There is one more narrative which needs highlighting which concerns the world’s post war history. In 1982, I became General Manager of the Institute of Contemporary Arts in London, a multi artform complex established by artists in the 1950s and occupying, when I arrived a prestigious building in the centre of London with two cinemas, three galleries, a theatre and a number of additional spaces. With my job came the organisations archive. Among the papers I discovered a story, well know at the time, of which I was unaware. In the 1960s the ICA led a movement to create a public art work in London devoted to the Unknown Political prisoner. It was a well supported campaign, typical of the 1960s, when we all wanted to champion the rights of those nameless rebels who had lain down their lives to challenge dictators around the world. What transpired was that the whole campaign was in fact funded by the CIA and the idea collapsed.

This led me to look deeper into the relationship between the contemporary arts and the CIA and an extraordinary story emerged. After the second world war, the USIA, a US Government agency responsible for promoting the US abroad, arranged for a huge exhibition of contemporary US artworks to be toured across Europe, opening in a prestigious venue in Paris. These included for the first time in Europe major works by the abstract impressionists such as Jackson Pollock.

Congress, god fearing and bible bashing as ever, was horrified. This was not how they wanted the US to be promoted abroad. The transcripts of the debates in both houses are extraordinary to read. One congressman claimed, in all seriousness, the Jackson Pollock’s work was in fact a coded description of US military defences. They ordered the exhibition to be closed down and the tour cancelled. The Russians were delighted and immediately offered the disappointed venues across Europe a major exhibition of works from the Hermitage in St.Petersburg. It was a huge success.

And so the cultural cold wars began. The USIA had intended to promote the freedom and democracy which they believed the US represented through its most extreme representation, abstract expressionism. Only a country as free as ours would allow this, the exhibition was intended to proclaim. The Russians however countered with an exhibition which was intended to demonstrate the common cultural heritage they shared with Europe, quite different from the brash and incomprehensible products of the alien civilisation the US represented.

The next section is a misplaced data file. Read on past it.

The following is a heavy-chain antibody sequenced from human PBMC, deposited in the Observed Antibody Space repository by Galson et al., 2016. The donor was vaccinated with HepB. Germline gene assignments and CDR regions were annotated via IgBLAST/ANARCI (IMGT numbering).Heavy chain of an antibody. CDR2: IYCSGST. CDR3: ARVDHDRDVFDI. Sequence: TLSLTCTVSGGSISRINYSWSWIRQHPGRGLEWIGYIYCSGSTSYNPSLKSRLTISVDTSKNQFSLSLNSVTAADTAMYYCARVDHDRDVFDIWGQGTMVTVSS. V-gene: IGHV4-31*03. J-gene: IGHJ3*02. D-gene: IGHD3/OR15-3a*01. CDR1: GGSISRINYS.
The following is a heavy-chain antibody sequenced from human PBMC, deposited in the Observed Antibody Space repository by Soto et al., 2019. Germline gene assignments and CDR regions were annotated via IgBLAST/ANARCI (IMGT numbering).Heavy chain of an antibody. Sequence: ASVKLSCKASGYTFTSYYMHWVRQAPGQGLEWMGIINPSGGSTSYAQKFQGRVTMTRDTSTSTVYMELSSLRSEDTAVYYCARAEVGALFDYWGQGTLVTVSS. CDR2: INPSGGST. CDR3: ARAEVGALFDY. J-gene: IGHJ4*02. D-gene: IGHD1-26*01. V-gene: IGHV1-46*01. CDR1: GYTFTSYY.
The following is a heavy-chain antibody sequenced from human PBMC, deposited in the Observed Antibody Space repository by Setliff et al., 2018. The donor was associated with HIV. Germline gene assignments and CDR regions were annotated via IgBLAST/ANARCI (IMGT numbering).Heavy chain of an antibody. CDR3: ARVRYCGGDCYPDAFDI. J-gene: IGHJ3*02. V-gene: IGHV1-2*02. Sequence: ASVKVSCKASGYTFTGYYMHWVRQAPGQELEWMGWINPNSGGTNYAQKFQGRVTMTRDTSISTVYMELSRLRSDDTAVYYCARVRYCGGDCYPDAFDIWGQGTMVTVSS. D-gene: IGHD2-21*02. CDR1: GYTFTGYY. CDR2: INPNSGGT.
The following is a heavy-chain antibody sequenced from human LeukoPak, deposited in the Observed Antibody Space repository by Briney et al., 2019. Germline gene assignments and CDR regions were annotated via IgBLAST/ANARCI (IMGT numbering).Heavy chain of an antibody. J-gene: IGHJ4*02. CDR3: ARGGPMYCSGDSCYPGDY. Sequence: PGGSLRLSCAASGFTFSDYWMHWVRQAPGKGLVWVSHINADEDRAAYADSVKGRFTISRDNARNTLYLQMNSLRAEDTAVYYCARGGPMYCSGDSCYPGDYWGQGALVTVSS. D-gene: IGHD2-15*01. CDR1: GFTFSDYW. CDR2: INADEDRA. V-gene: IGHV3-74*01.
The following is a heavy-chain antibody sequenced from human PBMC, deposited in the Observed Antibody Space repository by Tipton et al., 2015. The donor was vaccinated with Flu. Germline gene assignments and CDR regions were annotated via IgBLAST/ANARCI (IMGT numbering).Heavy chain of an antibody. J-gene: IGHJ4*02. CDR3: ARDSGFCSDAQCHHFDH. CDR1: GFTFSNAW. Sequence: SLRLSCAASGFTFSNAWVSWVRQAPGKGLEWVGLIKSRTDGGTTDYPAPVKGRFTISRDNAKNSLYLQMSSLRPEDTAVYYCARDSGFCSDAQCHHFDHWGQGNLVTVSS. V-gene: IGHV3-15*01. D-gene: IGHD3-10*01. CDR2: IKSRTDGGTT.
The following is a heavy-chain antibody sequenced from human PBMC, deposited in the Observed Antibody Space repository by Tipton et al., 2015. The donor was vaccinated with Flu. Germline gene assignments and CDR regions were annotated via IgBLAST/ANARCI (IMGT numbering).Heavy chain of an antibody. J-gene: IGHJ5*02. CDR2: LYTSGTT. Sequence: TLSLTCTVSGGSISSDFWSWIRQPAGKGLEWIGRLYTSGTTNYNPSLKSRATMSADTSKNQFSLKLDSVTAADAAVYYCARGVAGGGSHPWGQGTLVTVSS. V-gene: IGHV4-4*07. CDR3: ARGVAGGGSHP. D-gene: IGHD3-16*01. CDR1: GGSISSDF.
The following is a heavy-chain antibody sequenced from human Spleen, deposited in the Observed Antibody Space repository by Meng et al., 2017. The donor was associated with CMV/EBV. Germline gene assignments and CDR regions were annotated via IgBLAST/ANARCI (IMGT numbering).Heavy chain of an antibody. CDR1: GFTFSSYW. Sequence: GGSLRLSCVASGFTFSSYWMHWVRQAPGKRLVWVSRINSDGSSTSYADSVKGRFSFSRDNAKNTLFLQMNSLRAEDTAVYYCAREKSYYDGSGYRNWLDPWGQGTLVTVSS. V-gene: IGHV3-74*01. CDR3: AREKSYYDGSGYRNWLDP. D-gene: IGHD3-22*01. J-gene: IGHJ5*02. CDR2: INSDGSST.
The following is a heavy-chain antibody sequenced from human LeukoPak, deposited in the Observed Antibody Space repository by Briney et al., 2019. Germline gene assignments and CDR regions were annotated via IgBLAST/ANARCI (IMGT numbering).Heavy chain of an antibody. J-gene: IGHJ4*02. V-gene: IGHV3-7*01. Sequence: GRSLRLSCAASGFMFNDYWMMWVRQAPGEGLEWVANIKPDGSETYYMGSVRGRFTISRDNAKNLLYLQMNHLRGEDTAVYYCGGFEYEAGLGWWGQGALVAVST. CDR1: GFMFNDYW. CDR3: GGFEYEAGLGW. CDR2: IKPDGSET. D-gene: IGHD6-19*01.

The USIA was devastated by the publicity coup the Russians had pulled off and worried discussions took place at the most senior levels of Government. The Chair of the Joint Intelligence Committee, who had oversight of the CIA, was approached. How could the US continue to promote itself as the defender of freedom of expression without Congress knowing, he was asked.

The Chairman at that time was Nelson Rockefeller, and he was very sympathetic. He was also Chairman of the Museum of Modern Art in New York and he saw a simple solution. MoMA would create an assembly line of hit contemporary art shows for international touring. The CIA would pay using funding that Congress could not see. So for decades exhibitions extolling the virtues of a free art, liberated from the need to serve society and any taint of instrumentalism, toured the world, paid for by the CIA. Those very artists who in recent years have been so eloquent in criticising the instrumentalisation of art, have been able to develop an international narrative in which art is left to find its own form and purpose, because the CIA made this a major strand of US foreign policy. But unfortunately, when the cold war came to an end, it was no longer necessary to be quite so keen on freedom of expression, and vast rivers of funding dried up leaving many artists beached on great reefs of irony. Without the instrumentalism of the CIA, non-instrumental art struggled to find supporters.

It seems to me that the failing of these narratives, each of them fading over very different periods of time, combined to create a vacuum in which the perfect storm was formed. It is happening in many places in the world. I am aware that there is an article coming out in an influential American Journal later next month called ‘The Arts Do Nothing’ which will fan the flames of despondency. It has left artists and cultural institutions extremely vulnerable in a time of financial retrenchment and conspired to see huge swathes of funding removed, cultural institutions of fame and quality swept away and those working in the sector left bemused and, above all hurt.